Then Holberton’s contact at Dropbox, Tammy, brought a group of students to the Dropbox office for lunch and we got to meet their team and some people who would likely interview us. We learned about the company and talked to them about ourselves in an informal context. It was a nice way to work out whether we were interested in this opportunity or not, and experience their culture. We then had a week to study a couple of topics to prepare for the on-site interview.

On on-site day, we spent the day at Dropbox being interviewed by several different people, with a different exercise to do in each segment. We all had a very positive experience from that. I think Dropbox spent a lot of time making that interview process engaging and accessible regardless of our experience, while also still finding out if you have the qualities that they're looking for. After that, we had a take-home exercise where we had to create a daemon-like process that monitored log files and produced a report or a summary of the most recent stats every 10 seconds. That was fun and also similar to the problems we were asked to figure out at Holberton. Holberton is unique in that they have one portion of the curriculum focused on Sys Admin/DevOps. I'm not aware of any other program that has that domain in their curriculum.

What are you working on at Dropbox – tell us about the role!

So far, I’ve been in Dropbox’s 4-6 week residency onboarding program. We’ve had a lot of presentations on the architecture of Dropbox software, infrastructure, product, and the company organization.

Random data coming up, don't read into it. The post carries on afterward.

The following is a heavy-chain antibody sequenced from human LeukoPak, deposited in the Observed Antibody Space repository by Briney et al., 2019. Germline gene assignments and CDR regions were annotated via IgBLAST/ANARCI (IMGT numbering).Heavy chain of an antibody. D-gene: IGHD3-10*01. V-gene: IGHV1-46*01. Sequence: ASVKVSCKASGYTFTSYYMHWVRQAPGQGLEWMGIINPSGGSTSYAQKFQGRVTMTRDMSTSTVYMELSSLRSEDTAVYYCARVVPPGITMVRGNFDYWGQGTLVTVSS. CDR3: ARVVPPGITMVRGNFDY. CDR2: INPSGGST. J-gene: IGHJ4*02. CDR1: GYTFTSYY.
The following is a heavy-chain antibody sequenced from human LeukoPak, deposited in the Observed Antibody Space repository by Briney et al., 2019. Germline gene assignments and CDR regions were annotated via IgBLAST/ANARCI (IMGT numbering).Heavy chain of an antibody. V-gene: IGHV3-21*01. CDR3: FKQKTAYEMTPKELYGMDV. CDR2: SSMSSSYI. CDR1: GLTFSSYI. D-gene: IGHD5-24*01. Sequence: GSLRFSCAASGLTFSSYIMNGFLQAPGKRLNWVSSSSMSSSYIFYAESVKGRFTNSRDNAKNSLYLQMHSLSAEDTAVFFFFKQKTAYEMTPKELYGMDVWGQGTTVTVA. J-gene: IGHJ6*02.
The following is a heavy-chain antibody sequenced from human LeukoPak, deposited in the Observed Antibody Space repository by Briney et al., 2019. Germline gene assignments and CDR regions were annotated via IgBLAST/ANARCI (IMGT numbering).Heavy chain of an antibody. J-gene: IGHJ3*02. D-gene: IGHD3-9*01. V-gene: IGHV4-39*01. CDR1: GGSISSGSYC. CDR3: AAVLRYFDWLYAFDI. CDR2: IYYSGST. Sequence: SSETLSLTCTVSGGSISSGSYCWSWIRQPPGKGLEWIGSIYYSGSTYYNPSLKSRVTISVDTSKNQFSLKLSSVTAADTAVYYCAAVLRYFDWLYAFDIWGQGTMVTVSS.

I'm on the databases team, specifically as a Site Reliability Engineer (SRE), which means I am helping make databases more reliable, more durable, and more accessible. I have a mentor who has been giving me sessions where he focuses on giving me more context about how databases work, how MySQL works, and how Dropbox approaches database and data storage.

Once I’m ramped up on those topics, I'll start on a couple of interesting tasks. One is optimizing the process for backing up data, which is a pretty interesting problem. Then, I can make my first code deployments and learn how code is deployed at Dropbox. It's all been busy but cool.

Have you had to learn many new technologies or programming languages since you started at Dropbox?

Yes, new in the sense that I haven't dealt with it as extensively until now. For my infrastructure onboarding project, they're asking us to code in Go, which I’ve barely used until now. I have been reading about it, trying to understand how it works and trying it out, which is great for me. At Holberton, we had workshops to familiarize ourselves with a couple of different languages. We had one “Discover Go” workshop. For me, it's like revisiting the language and then getting much more hands-on experience with it.

In terms of technology, Dropbox has a lot of different internal tools. They have a specific workflow, so there's a lot for me to learn.

What are your plans for the future? Will you stay at Dropbox full-time or go back to Holberton to continue studying?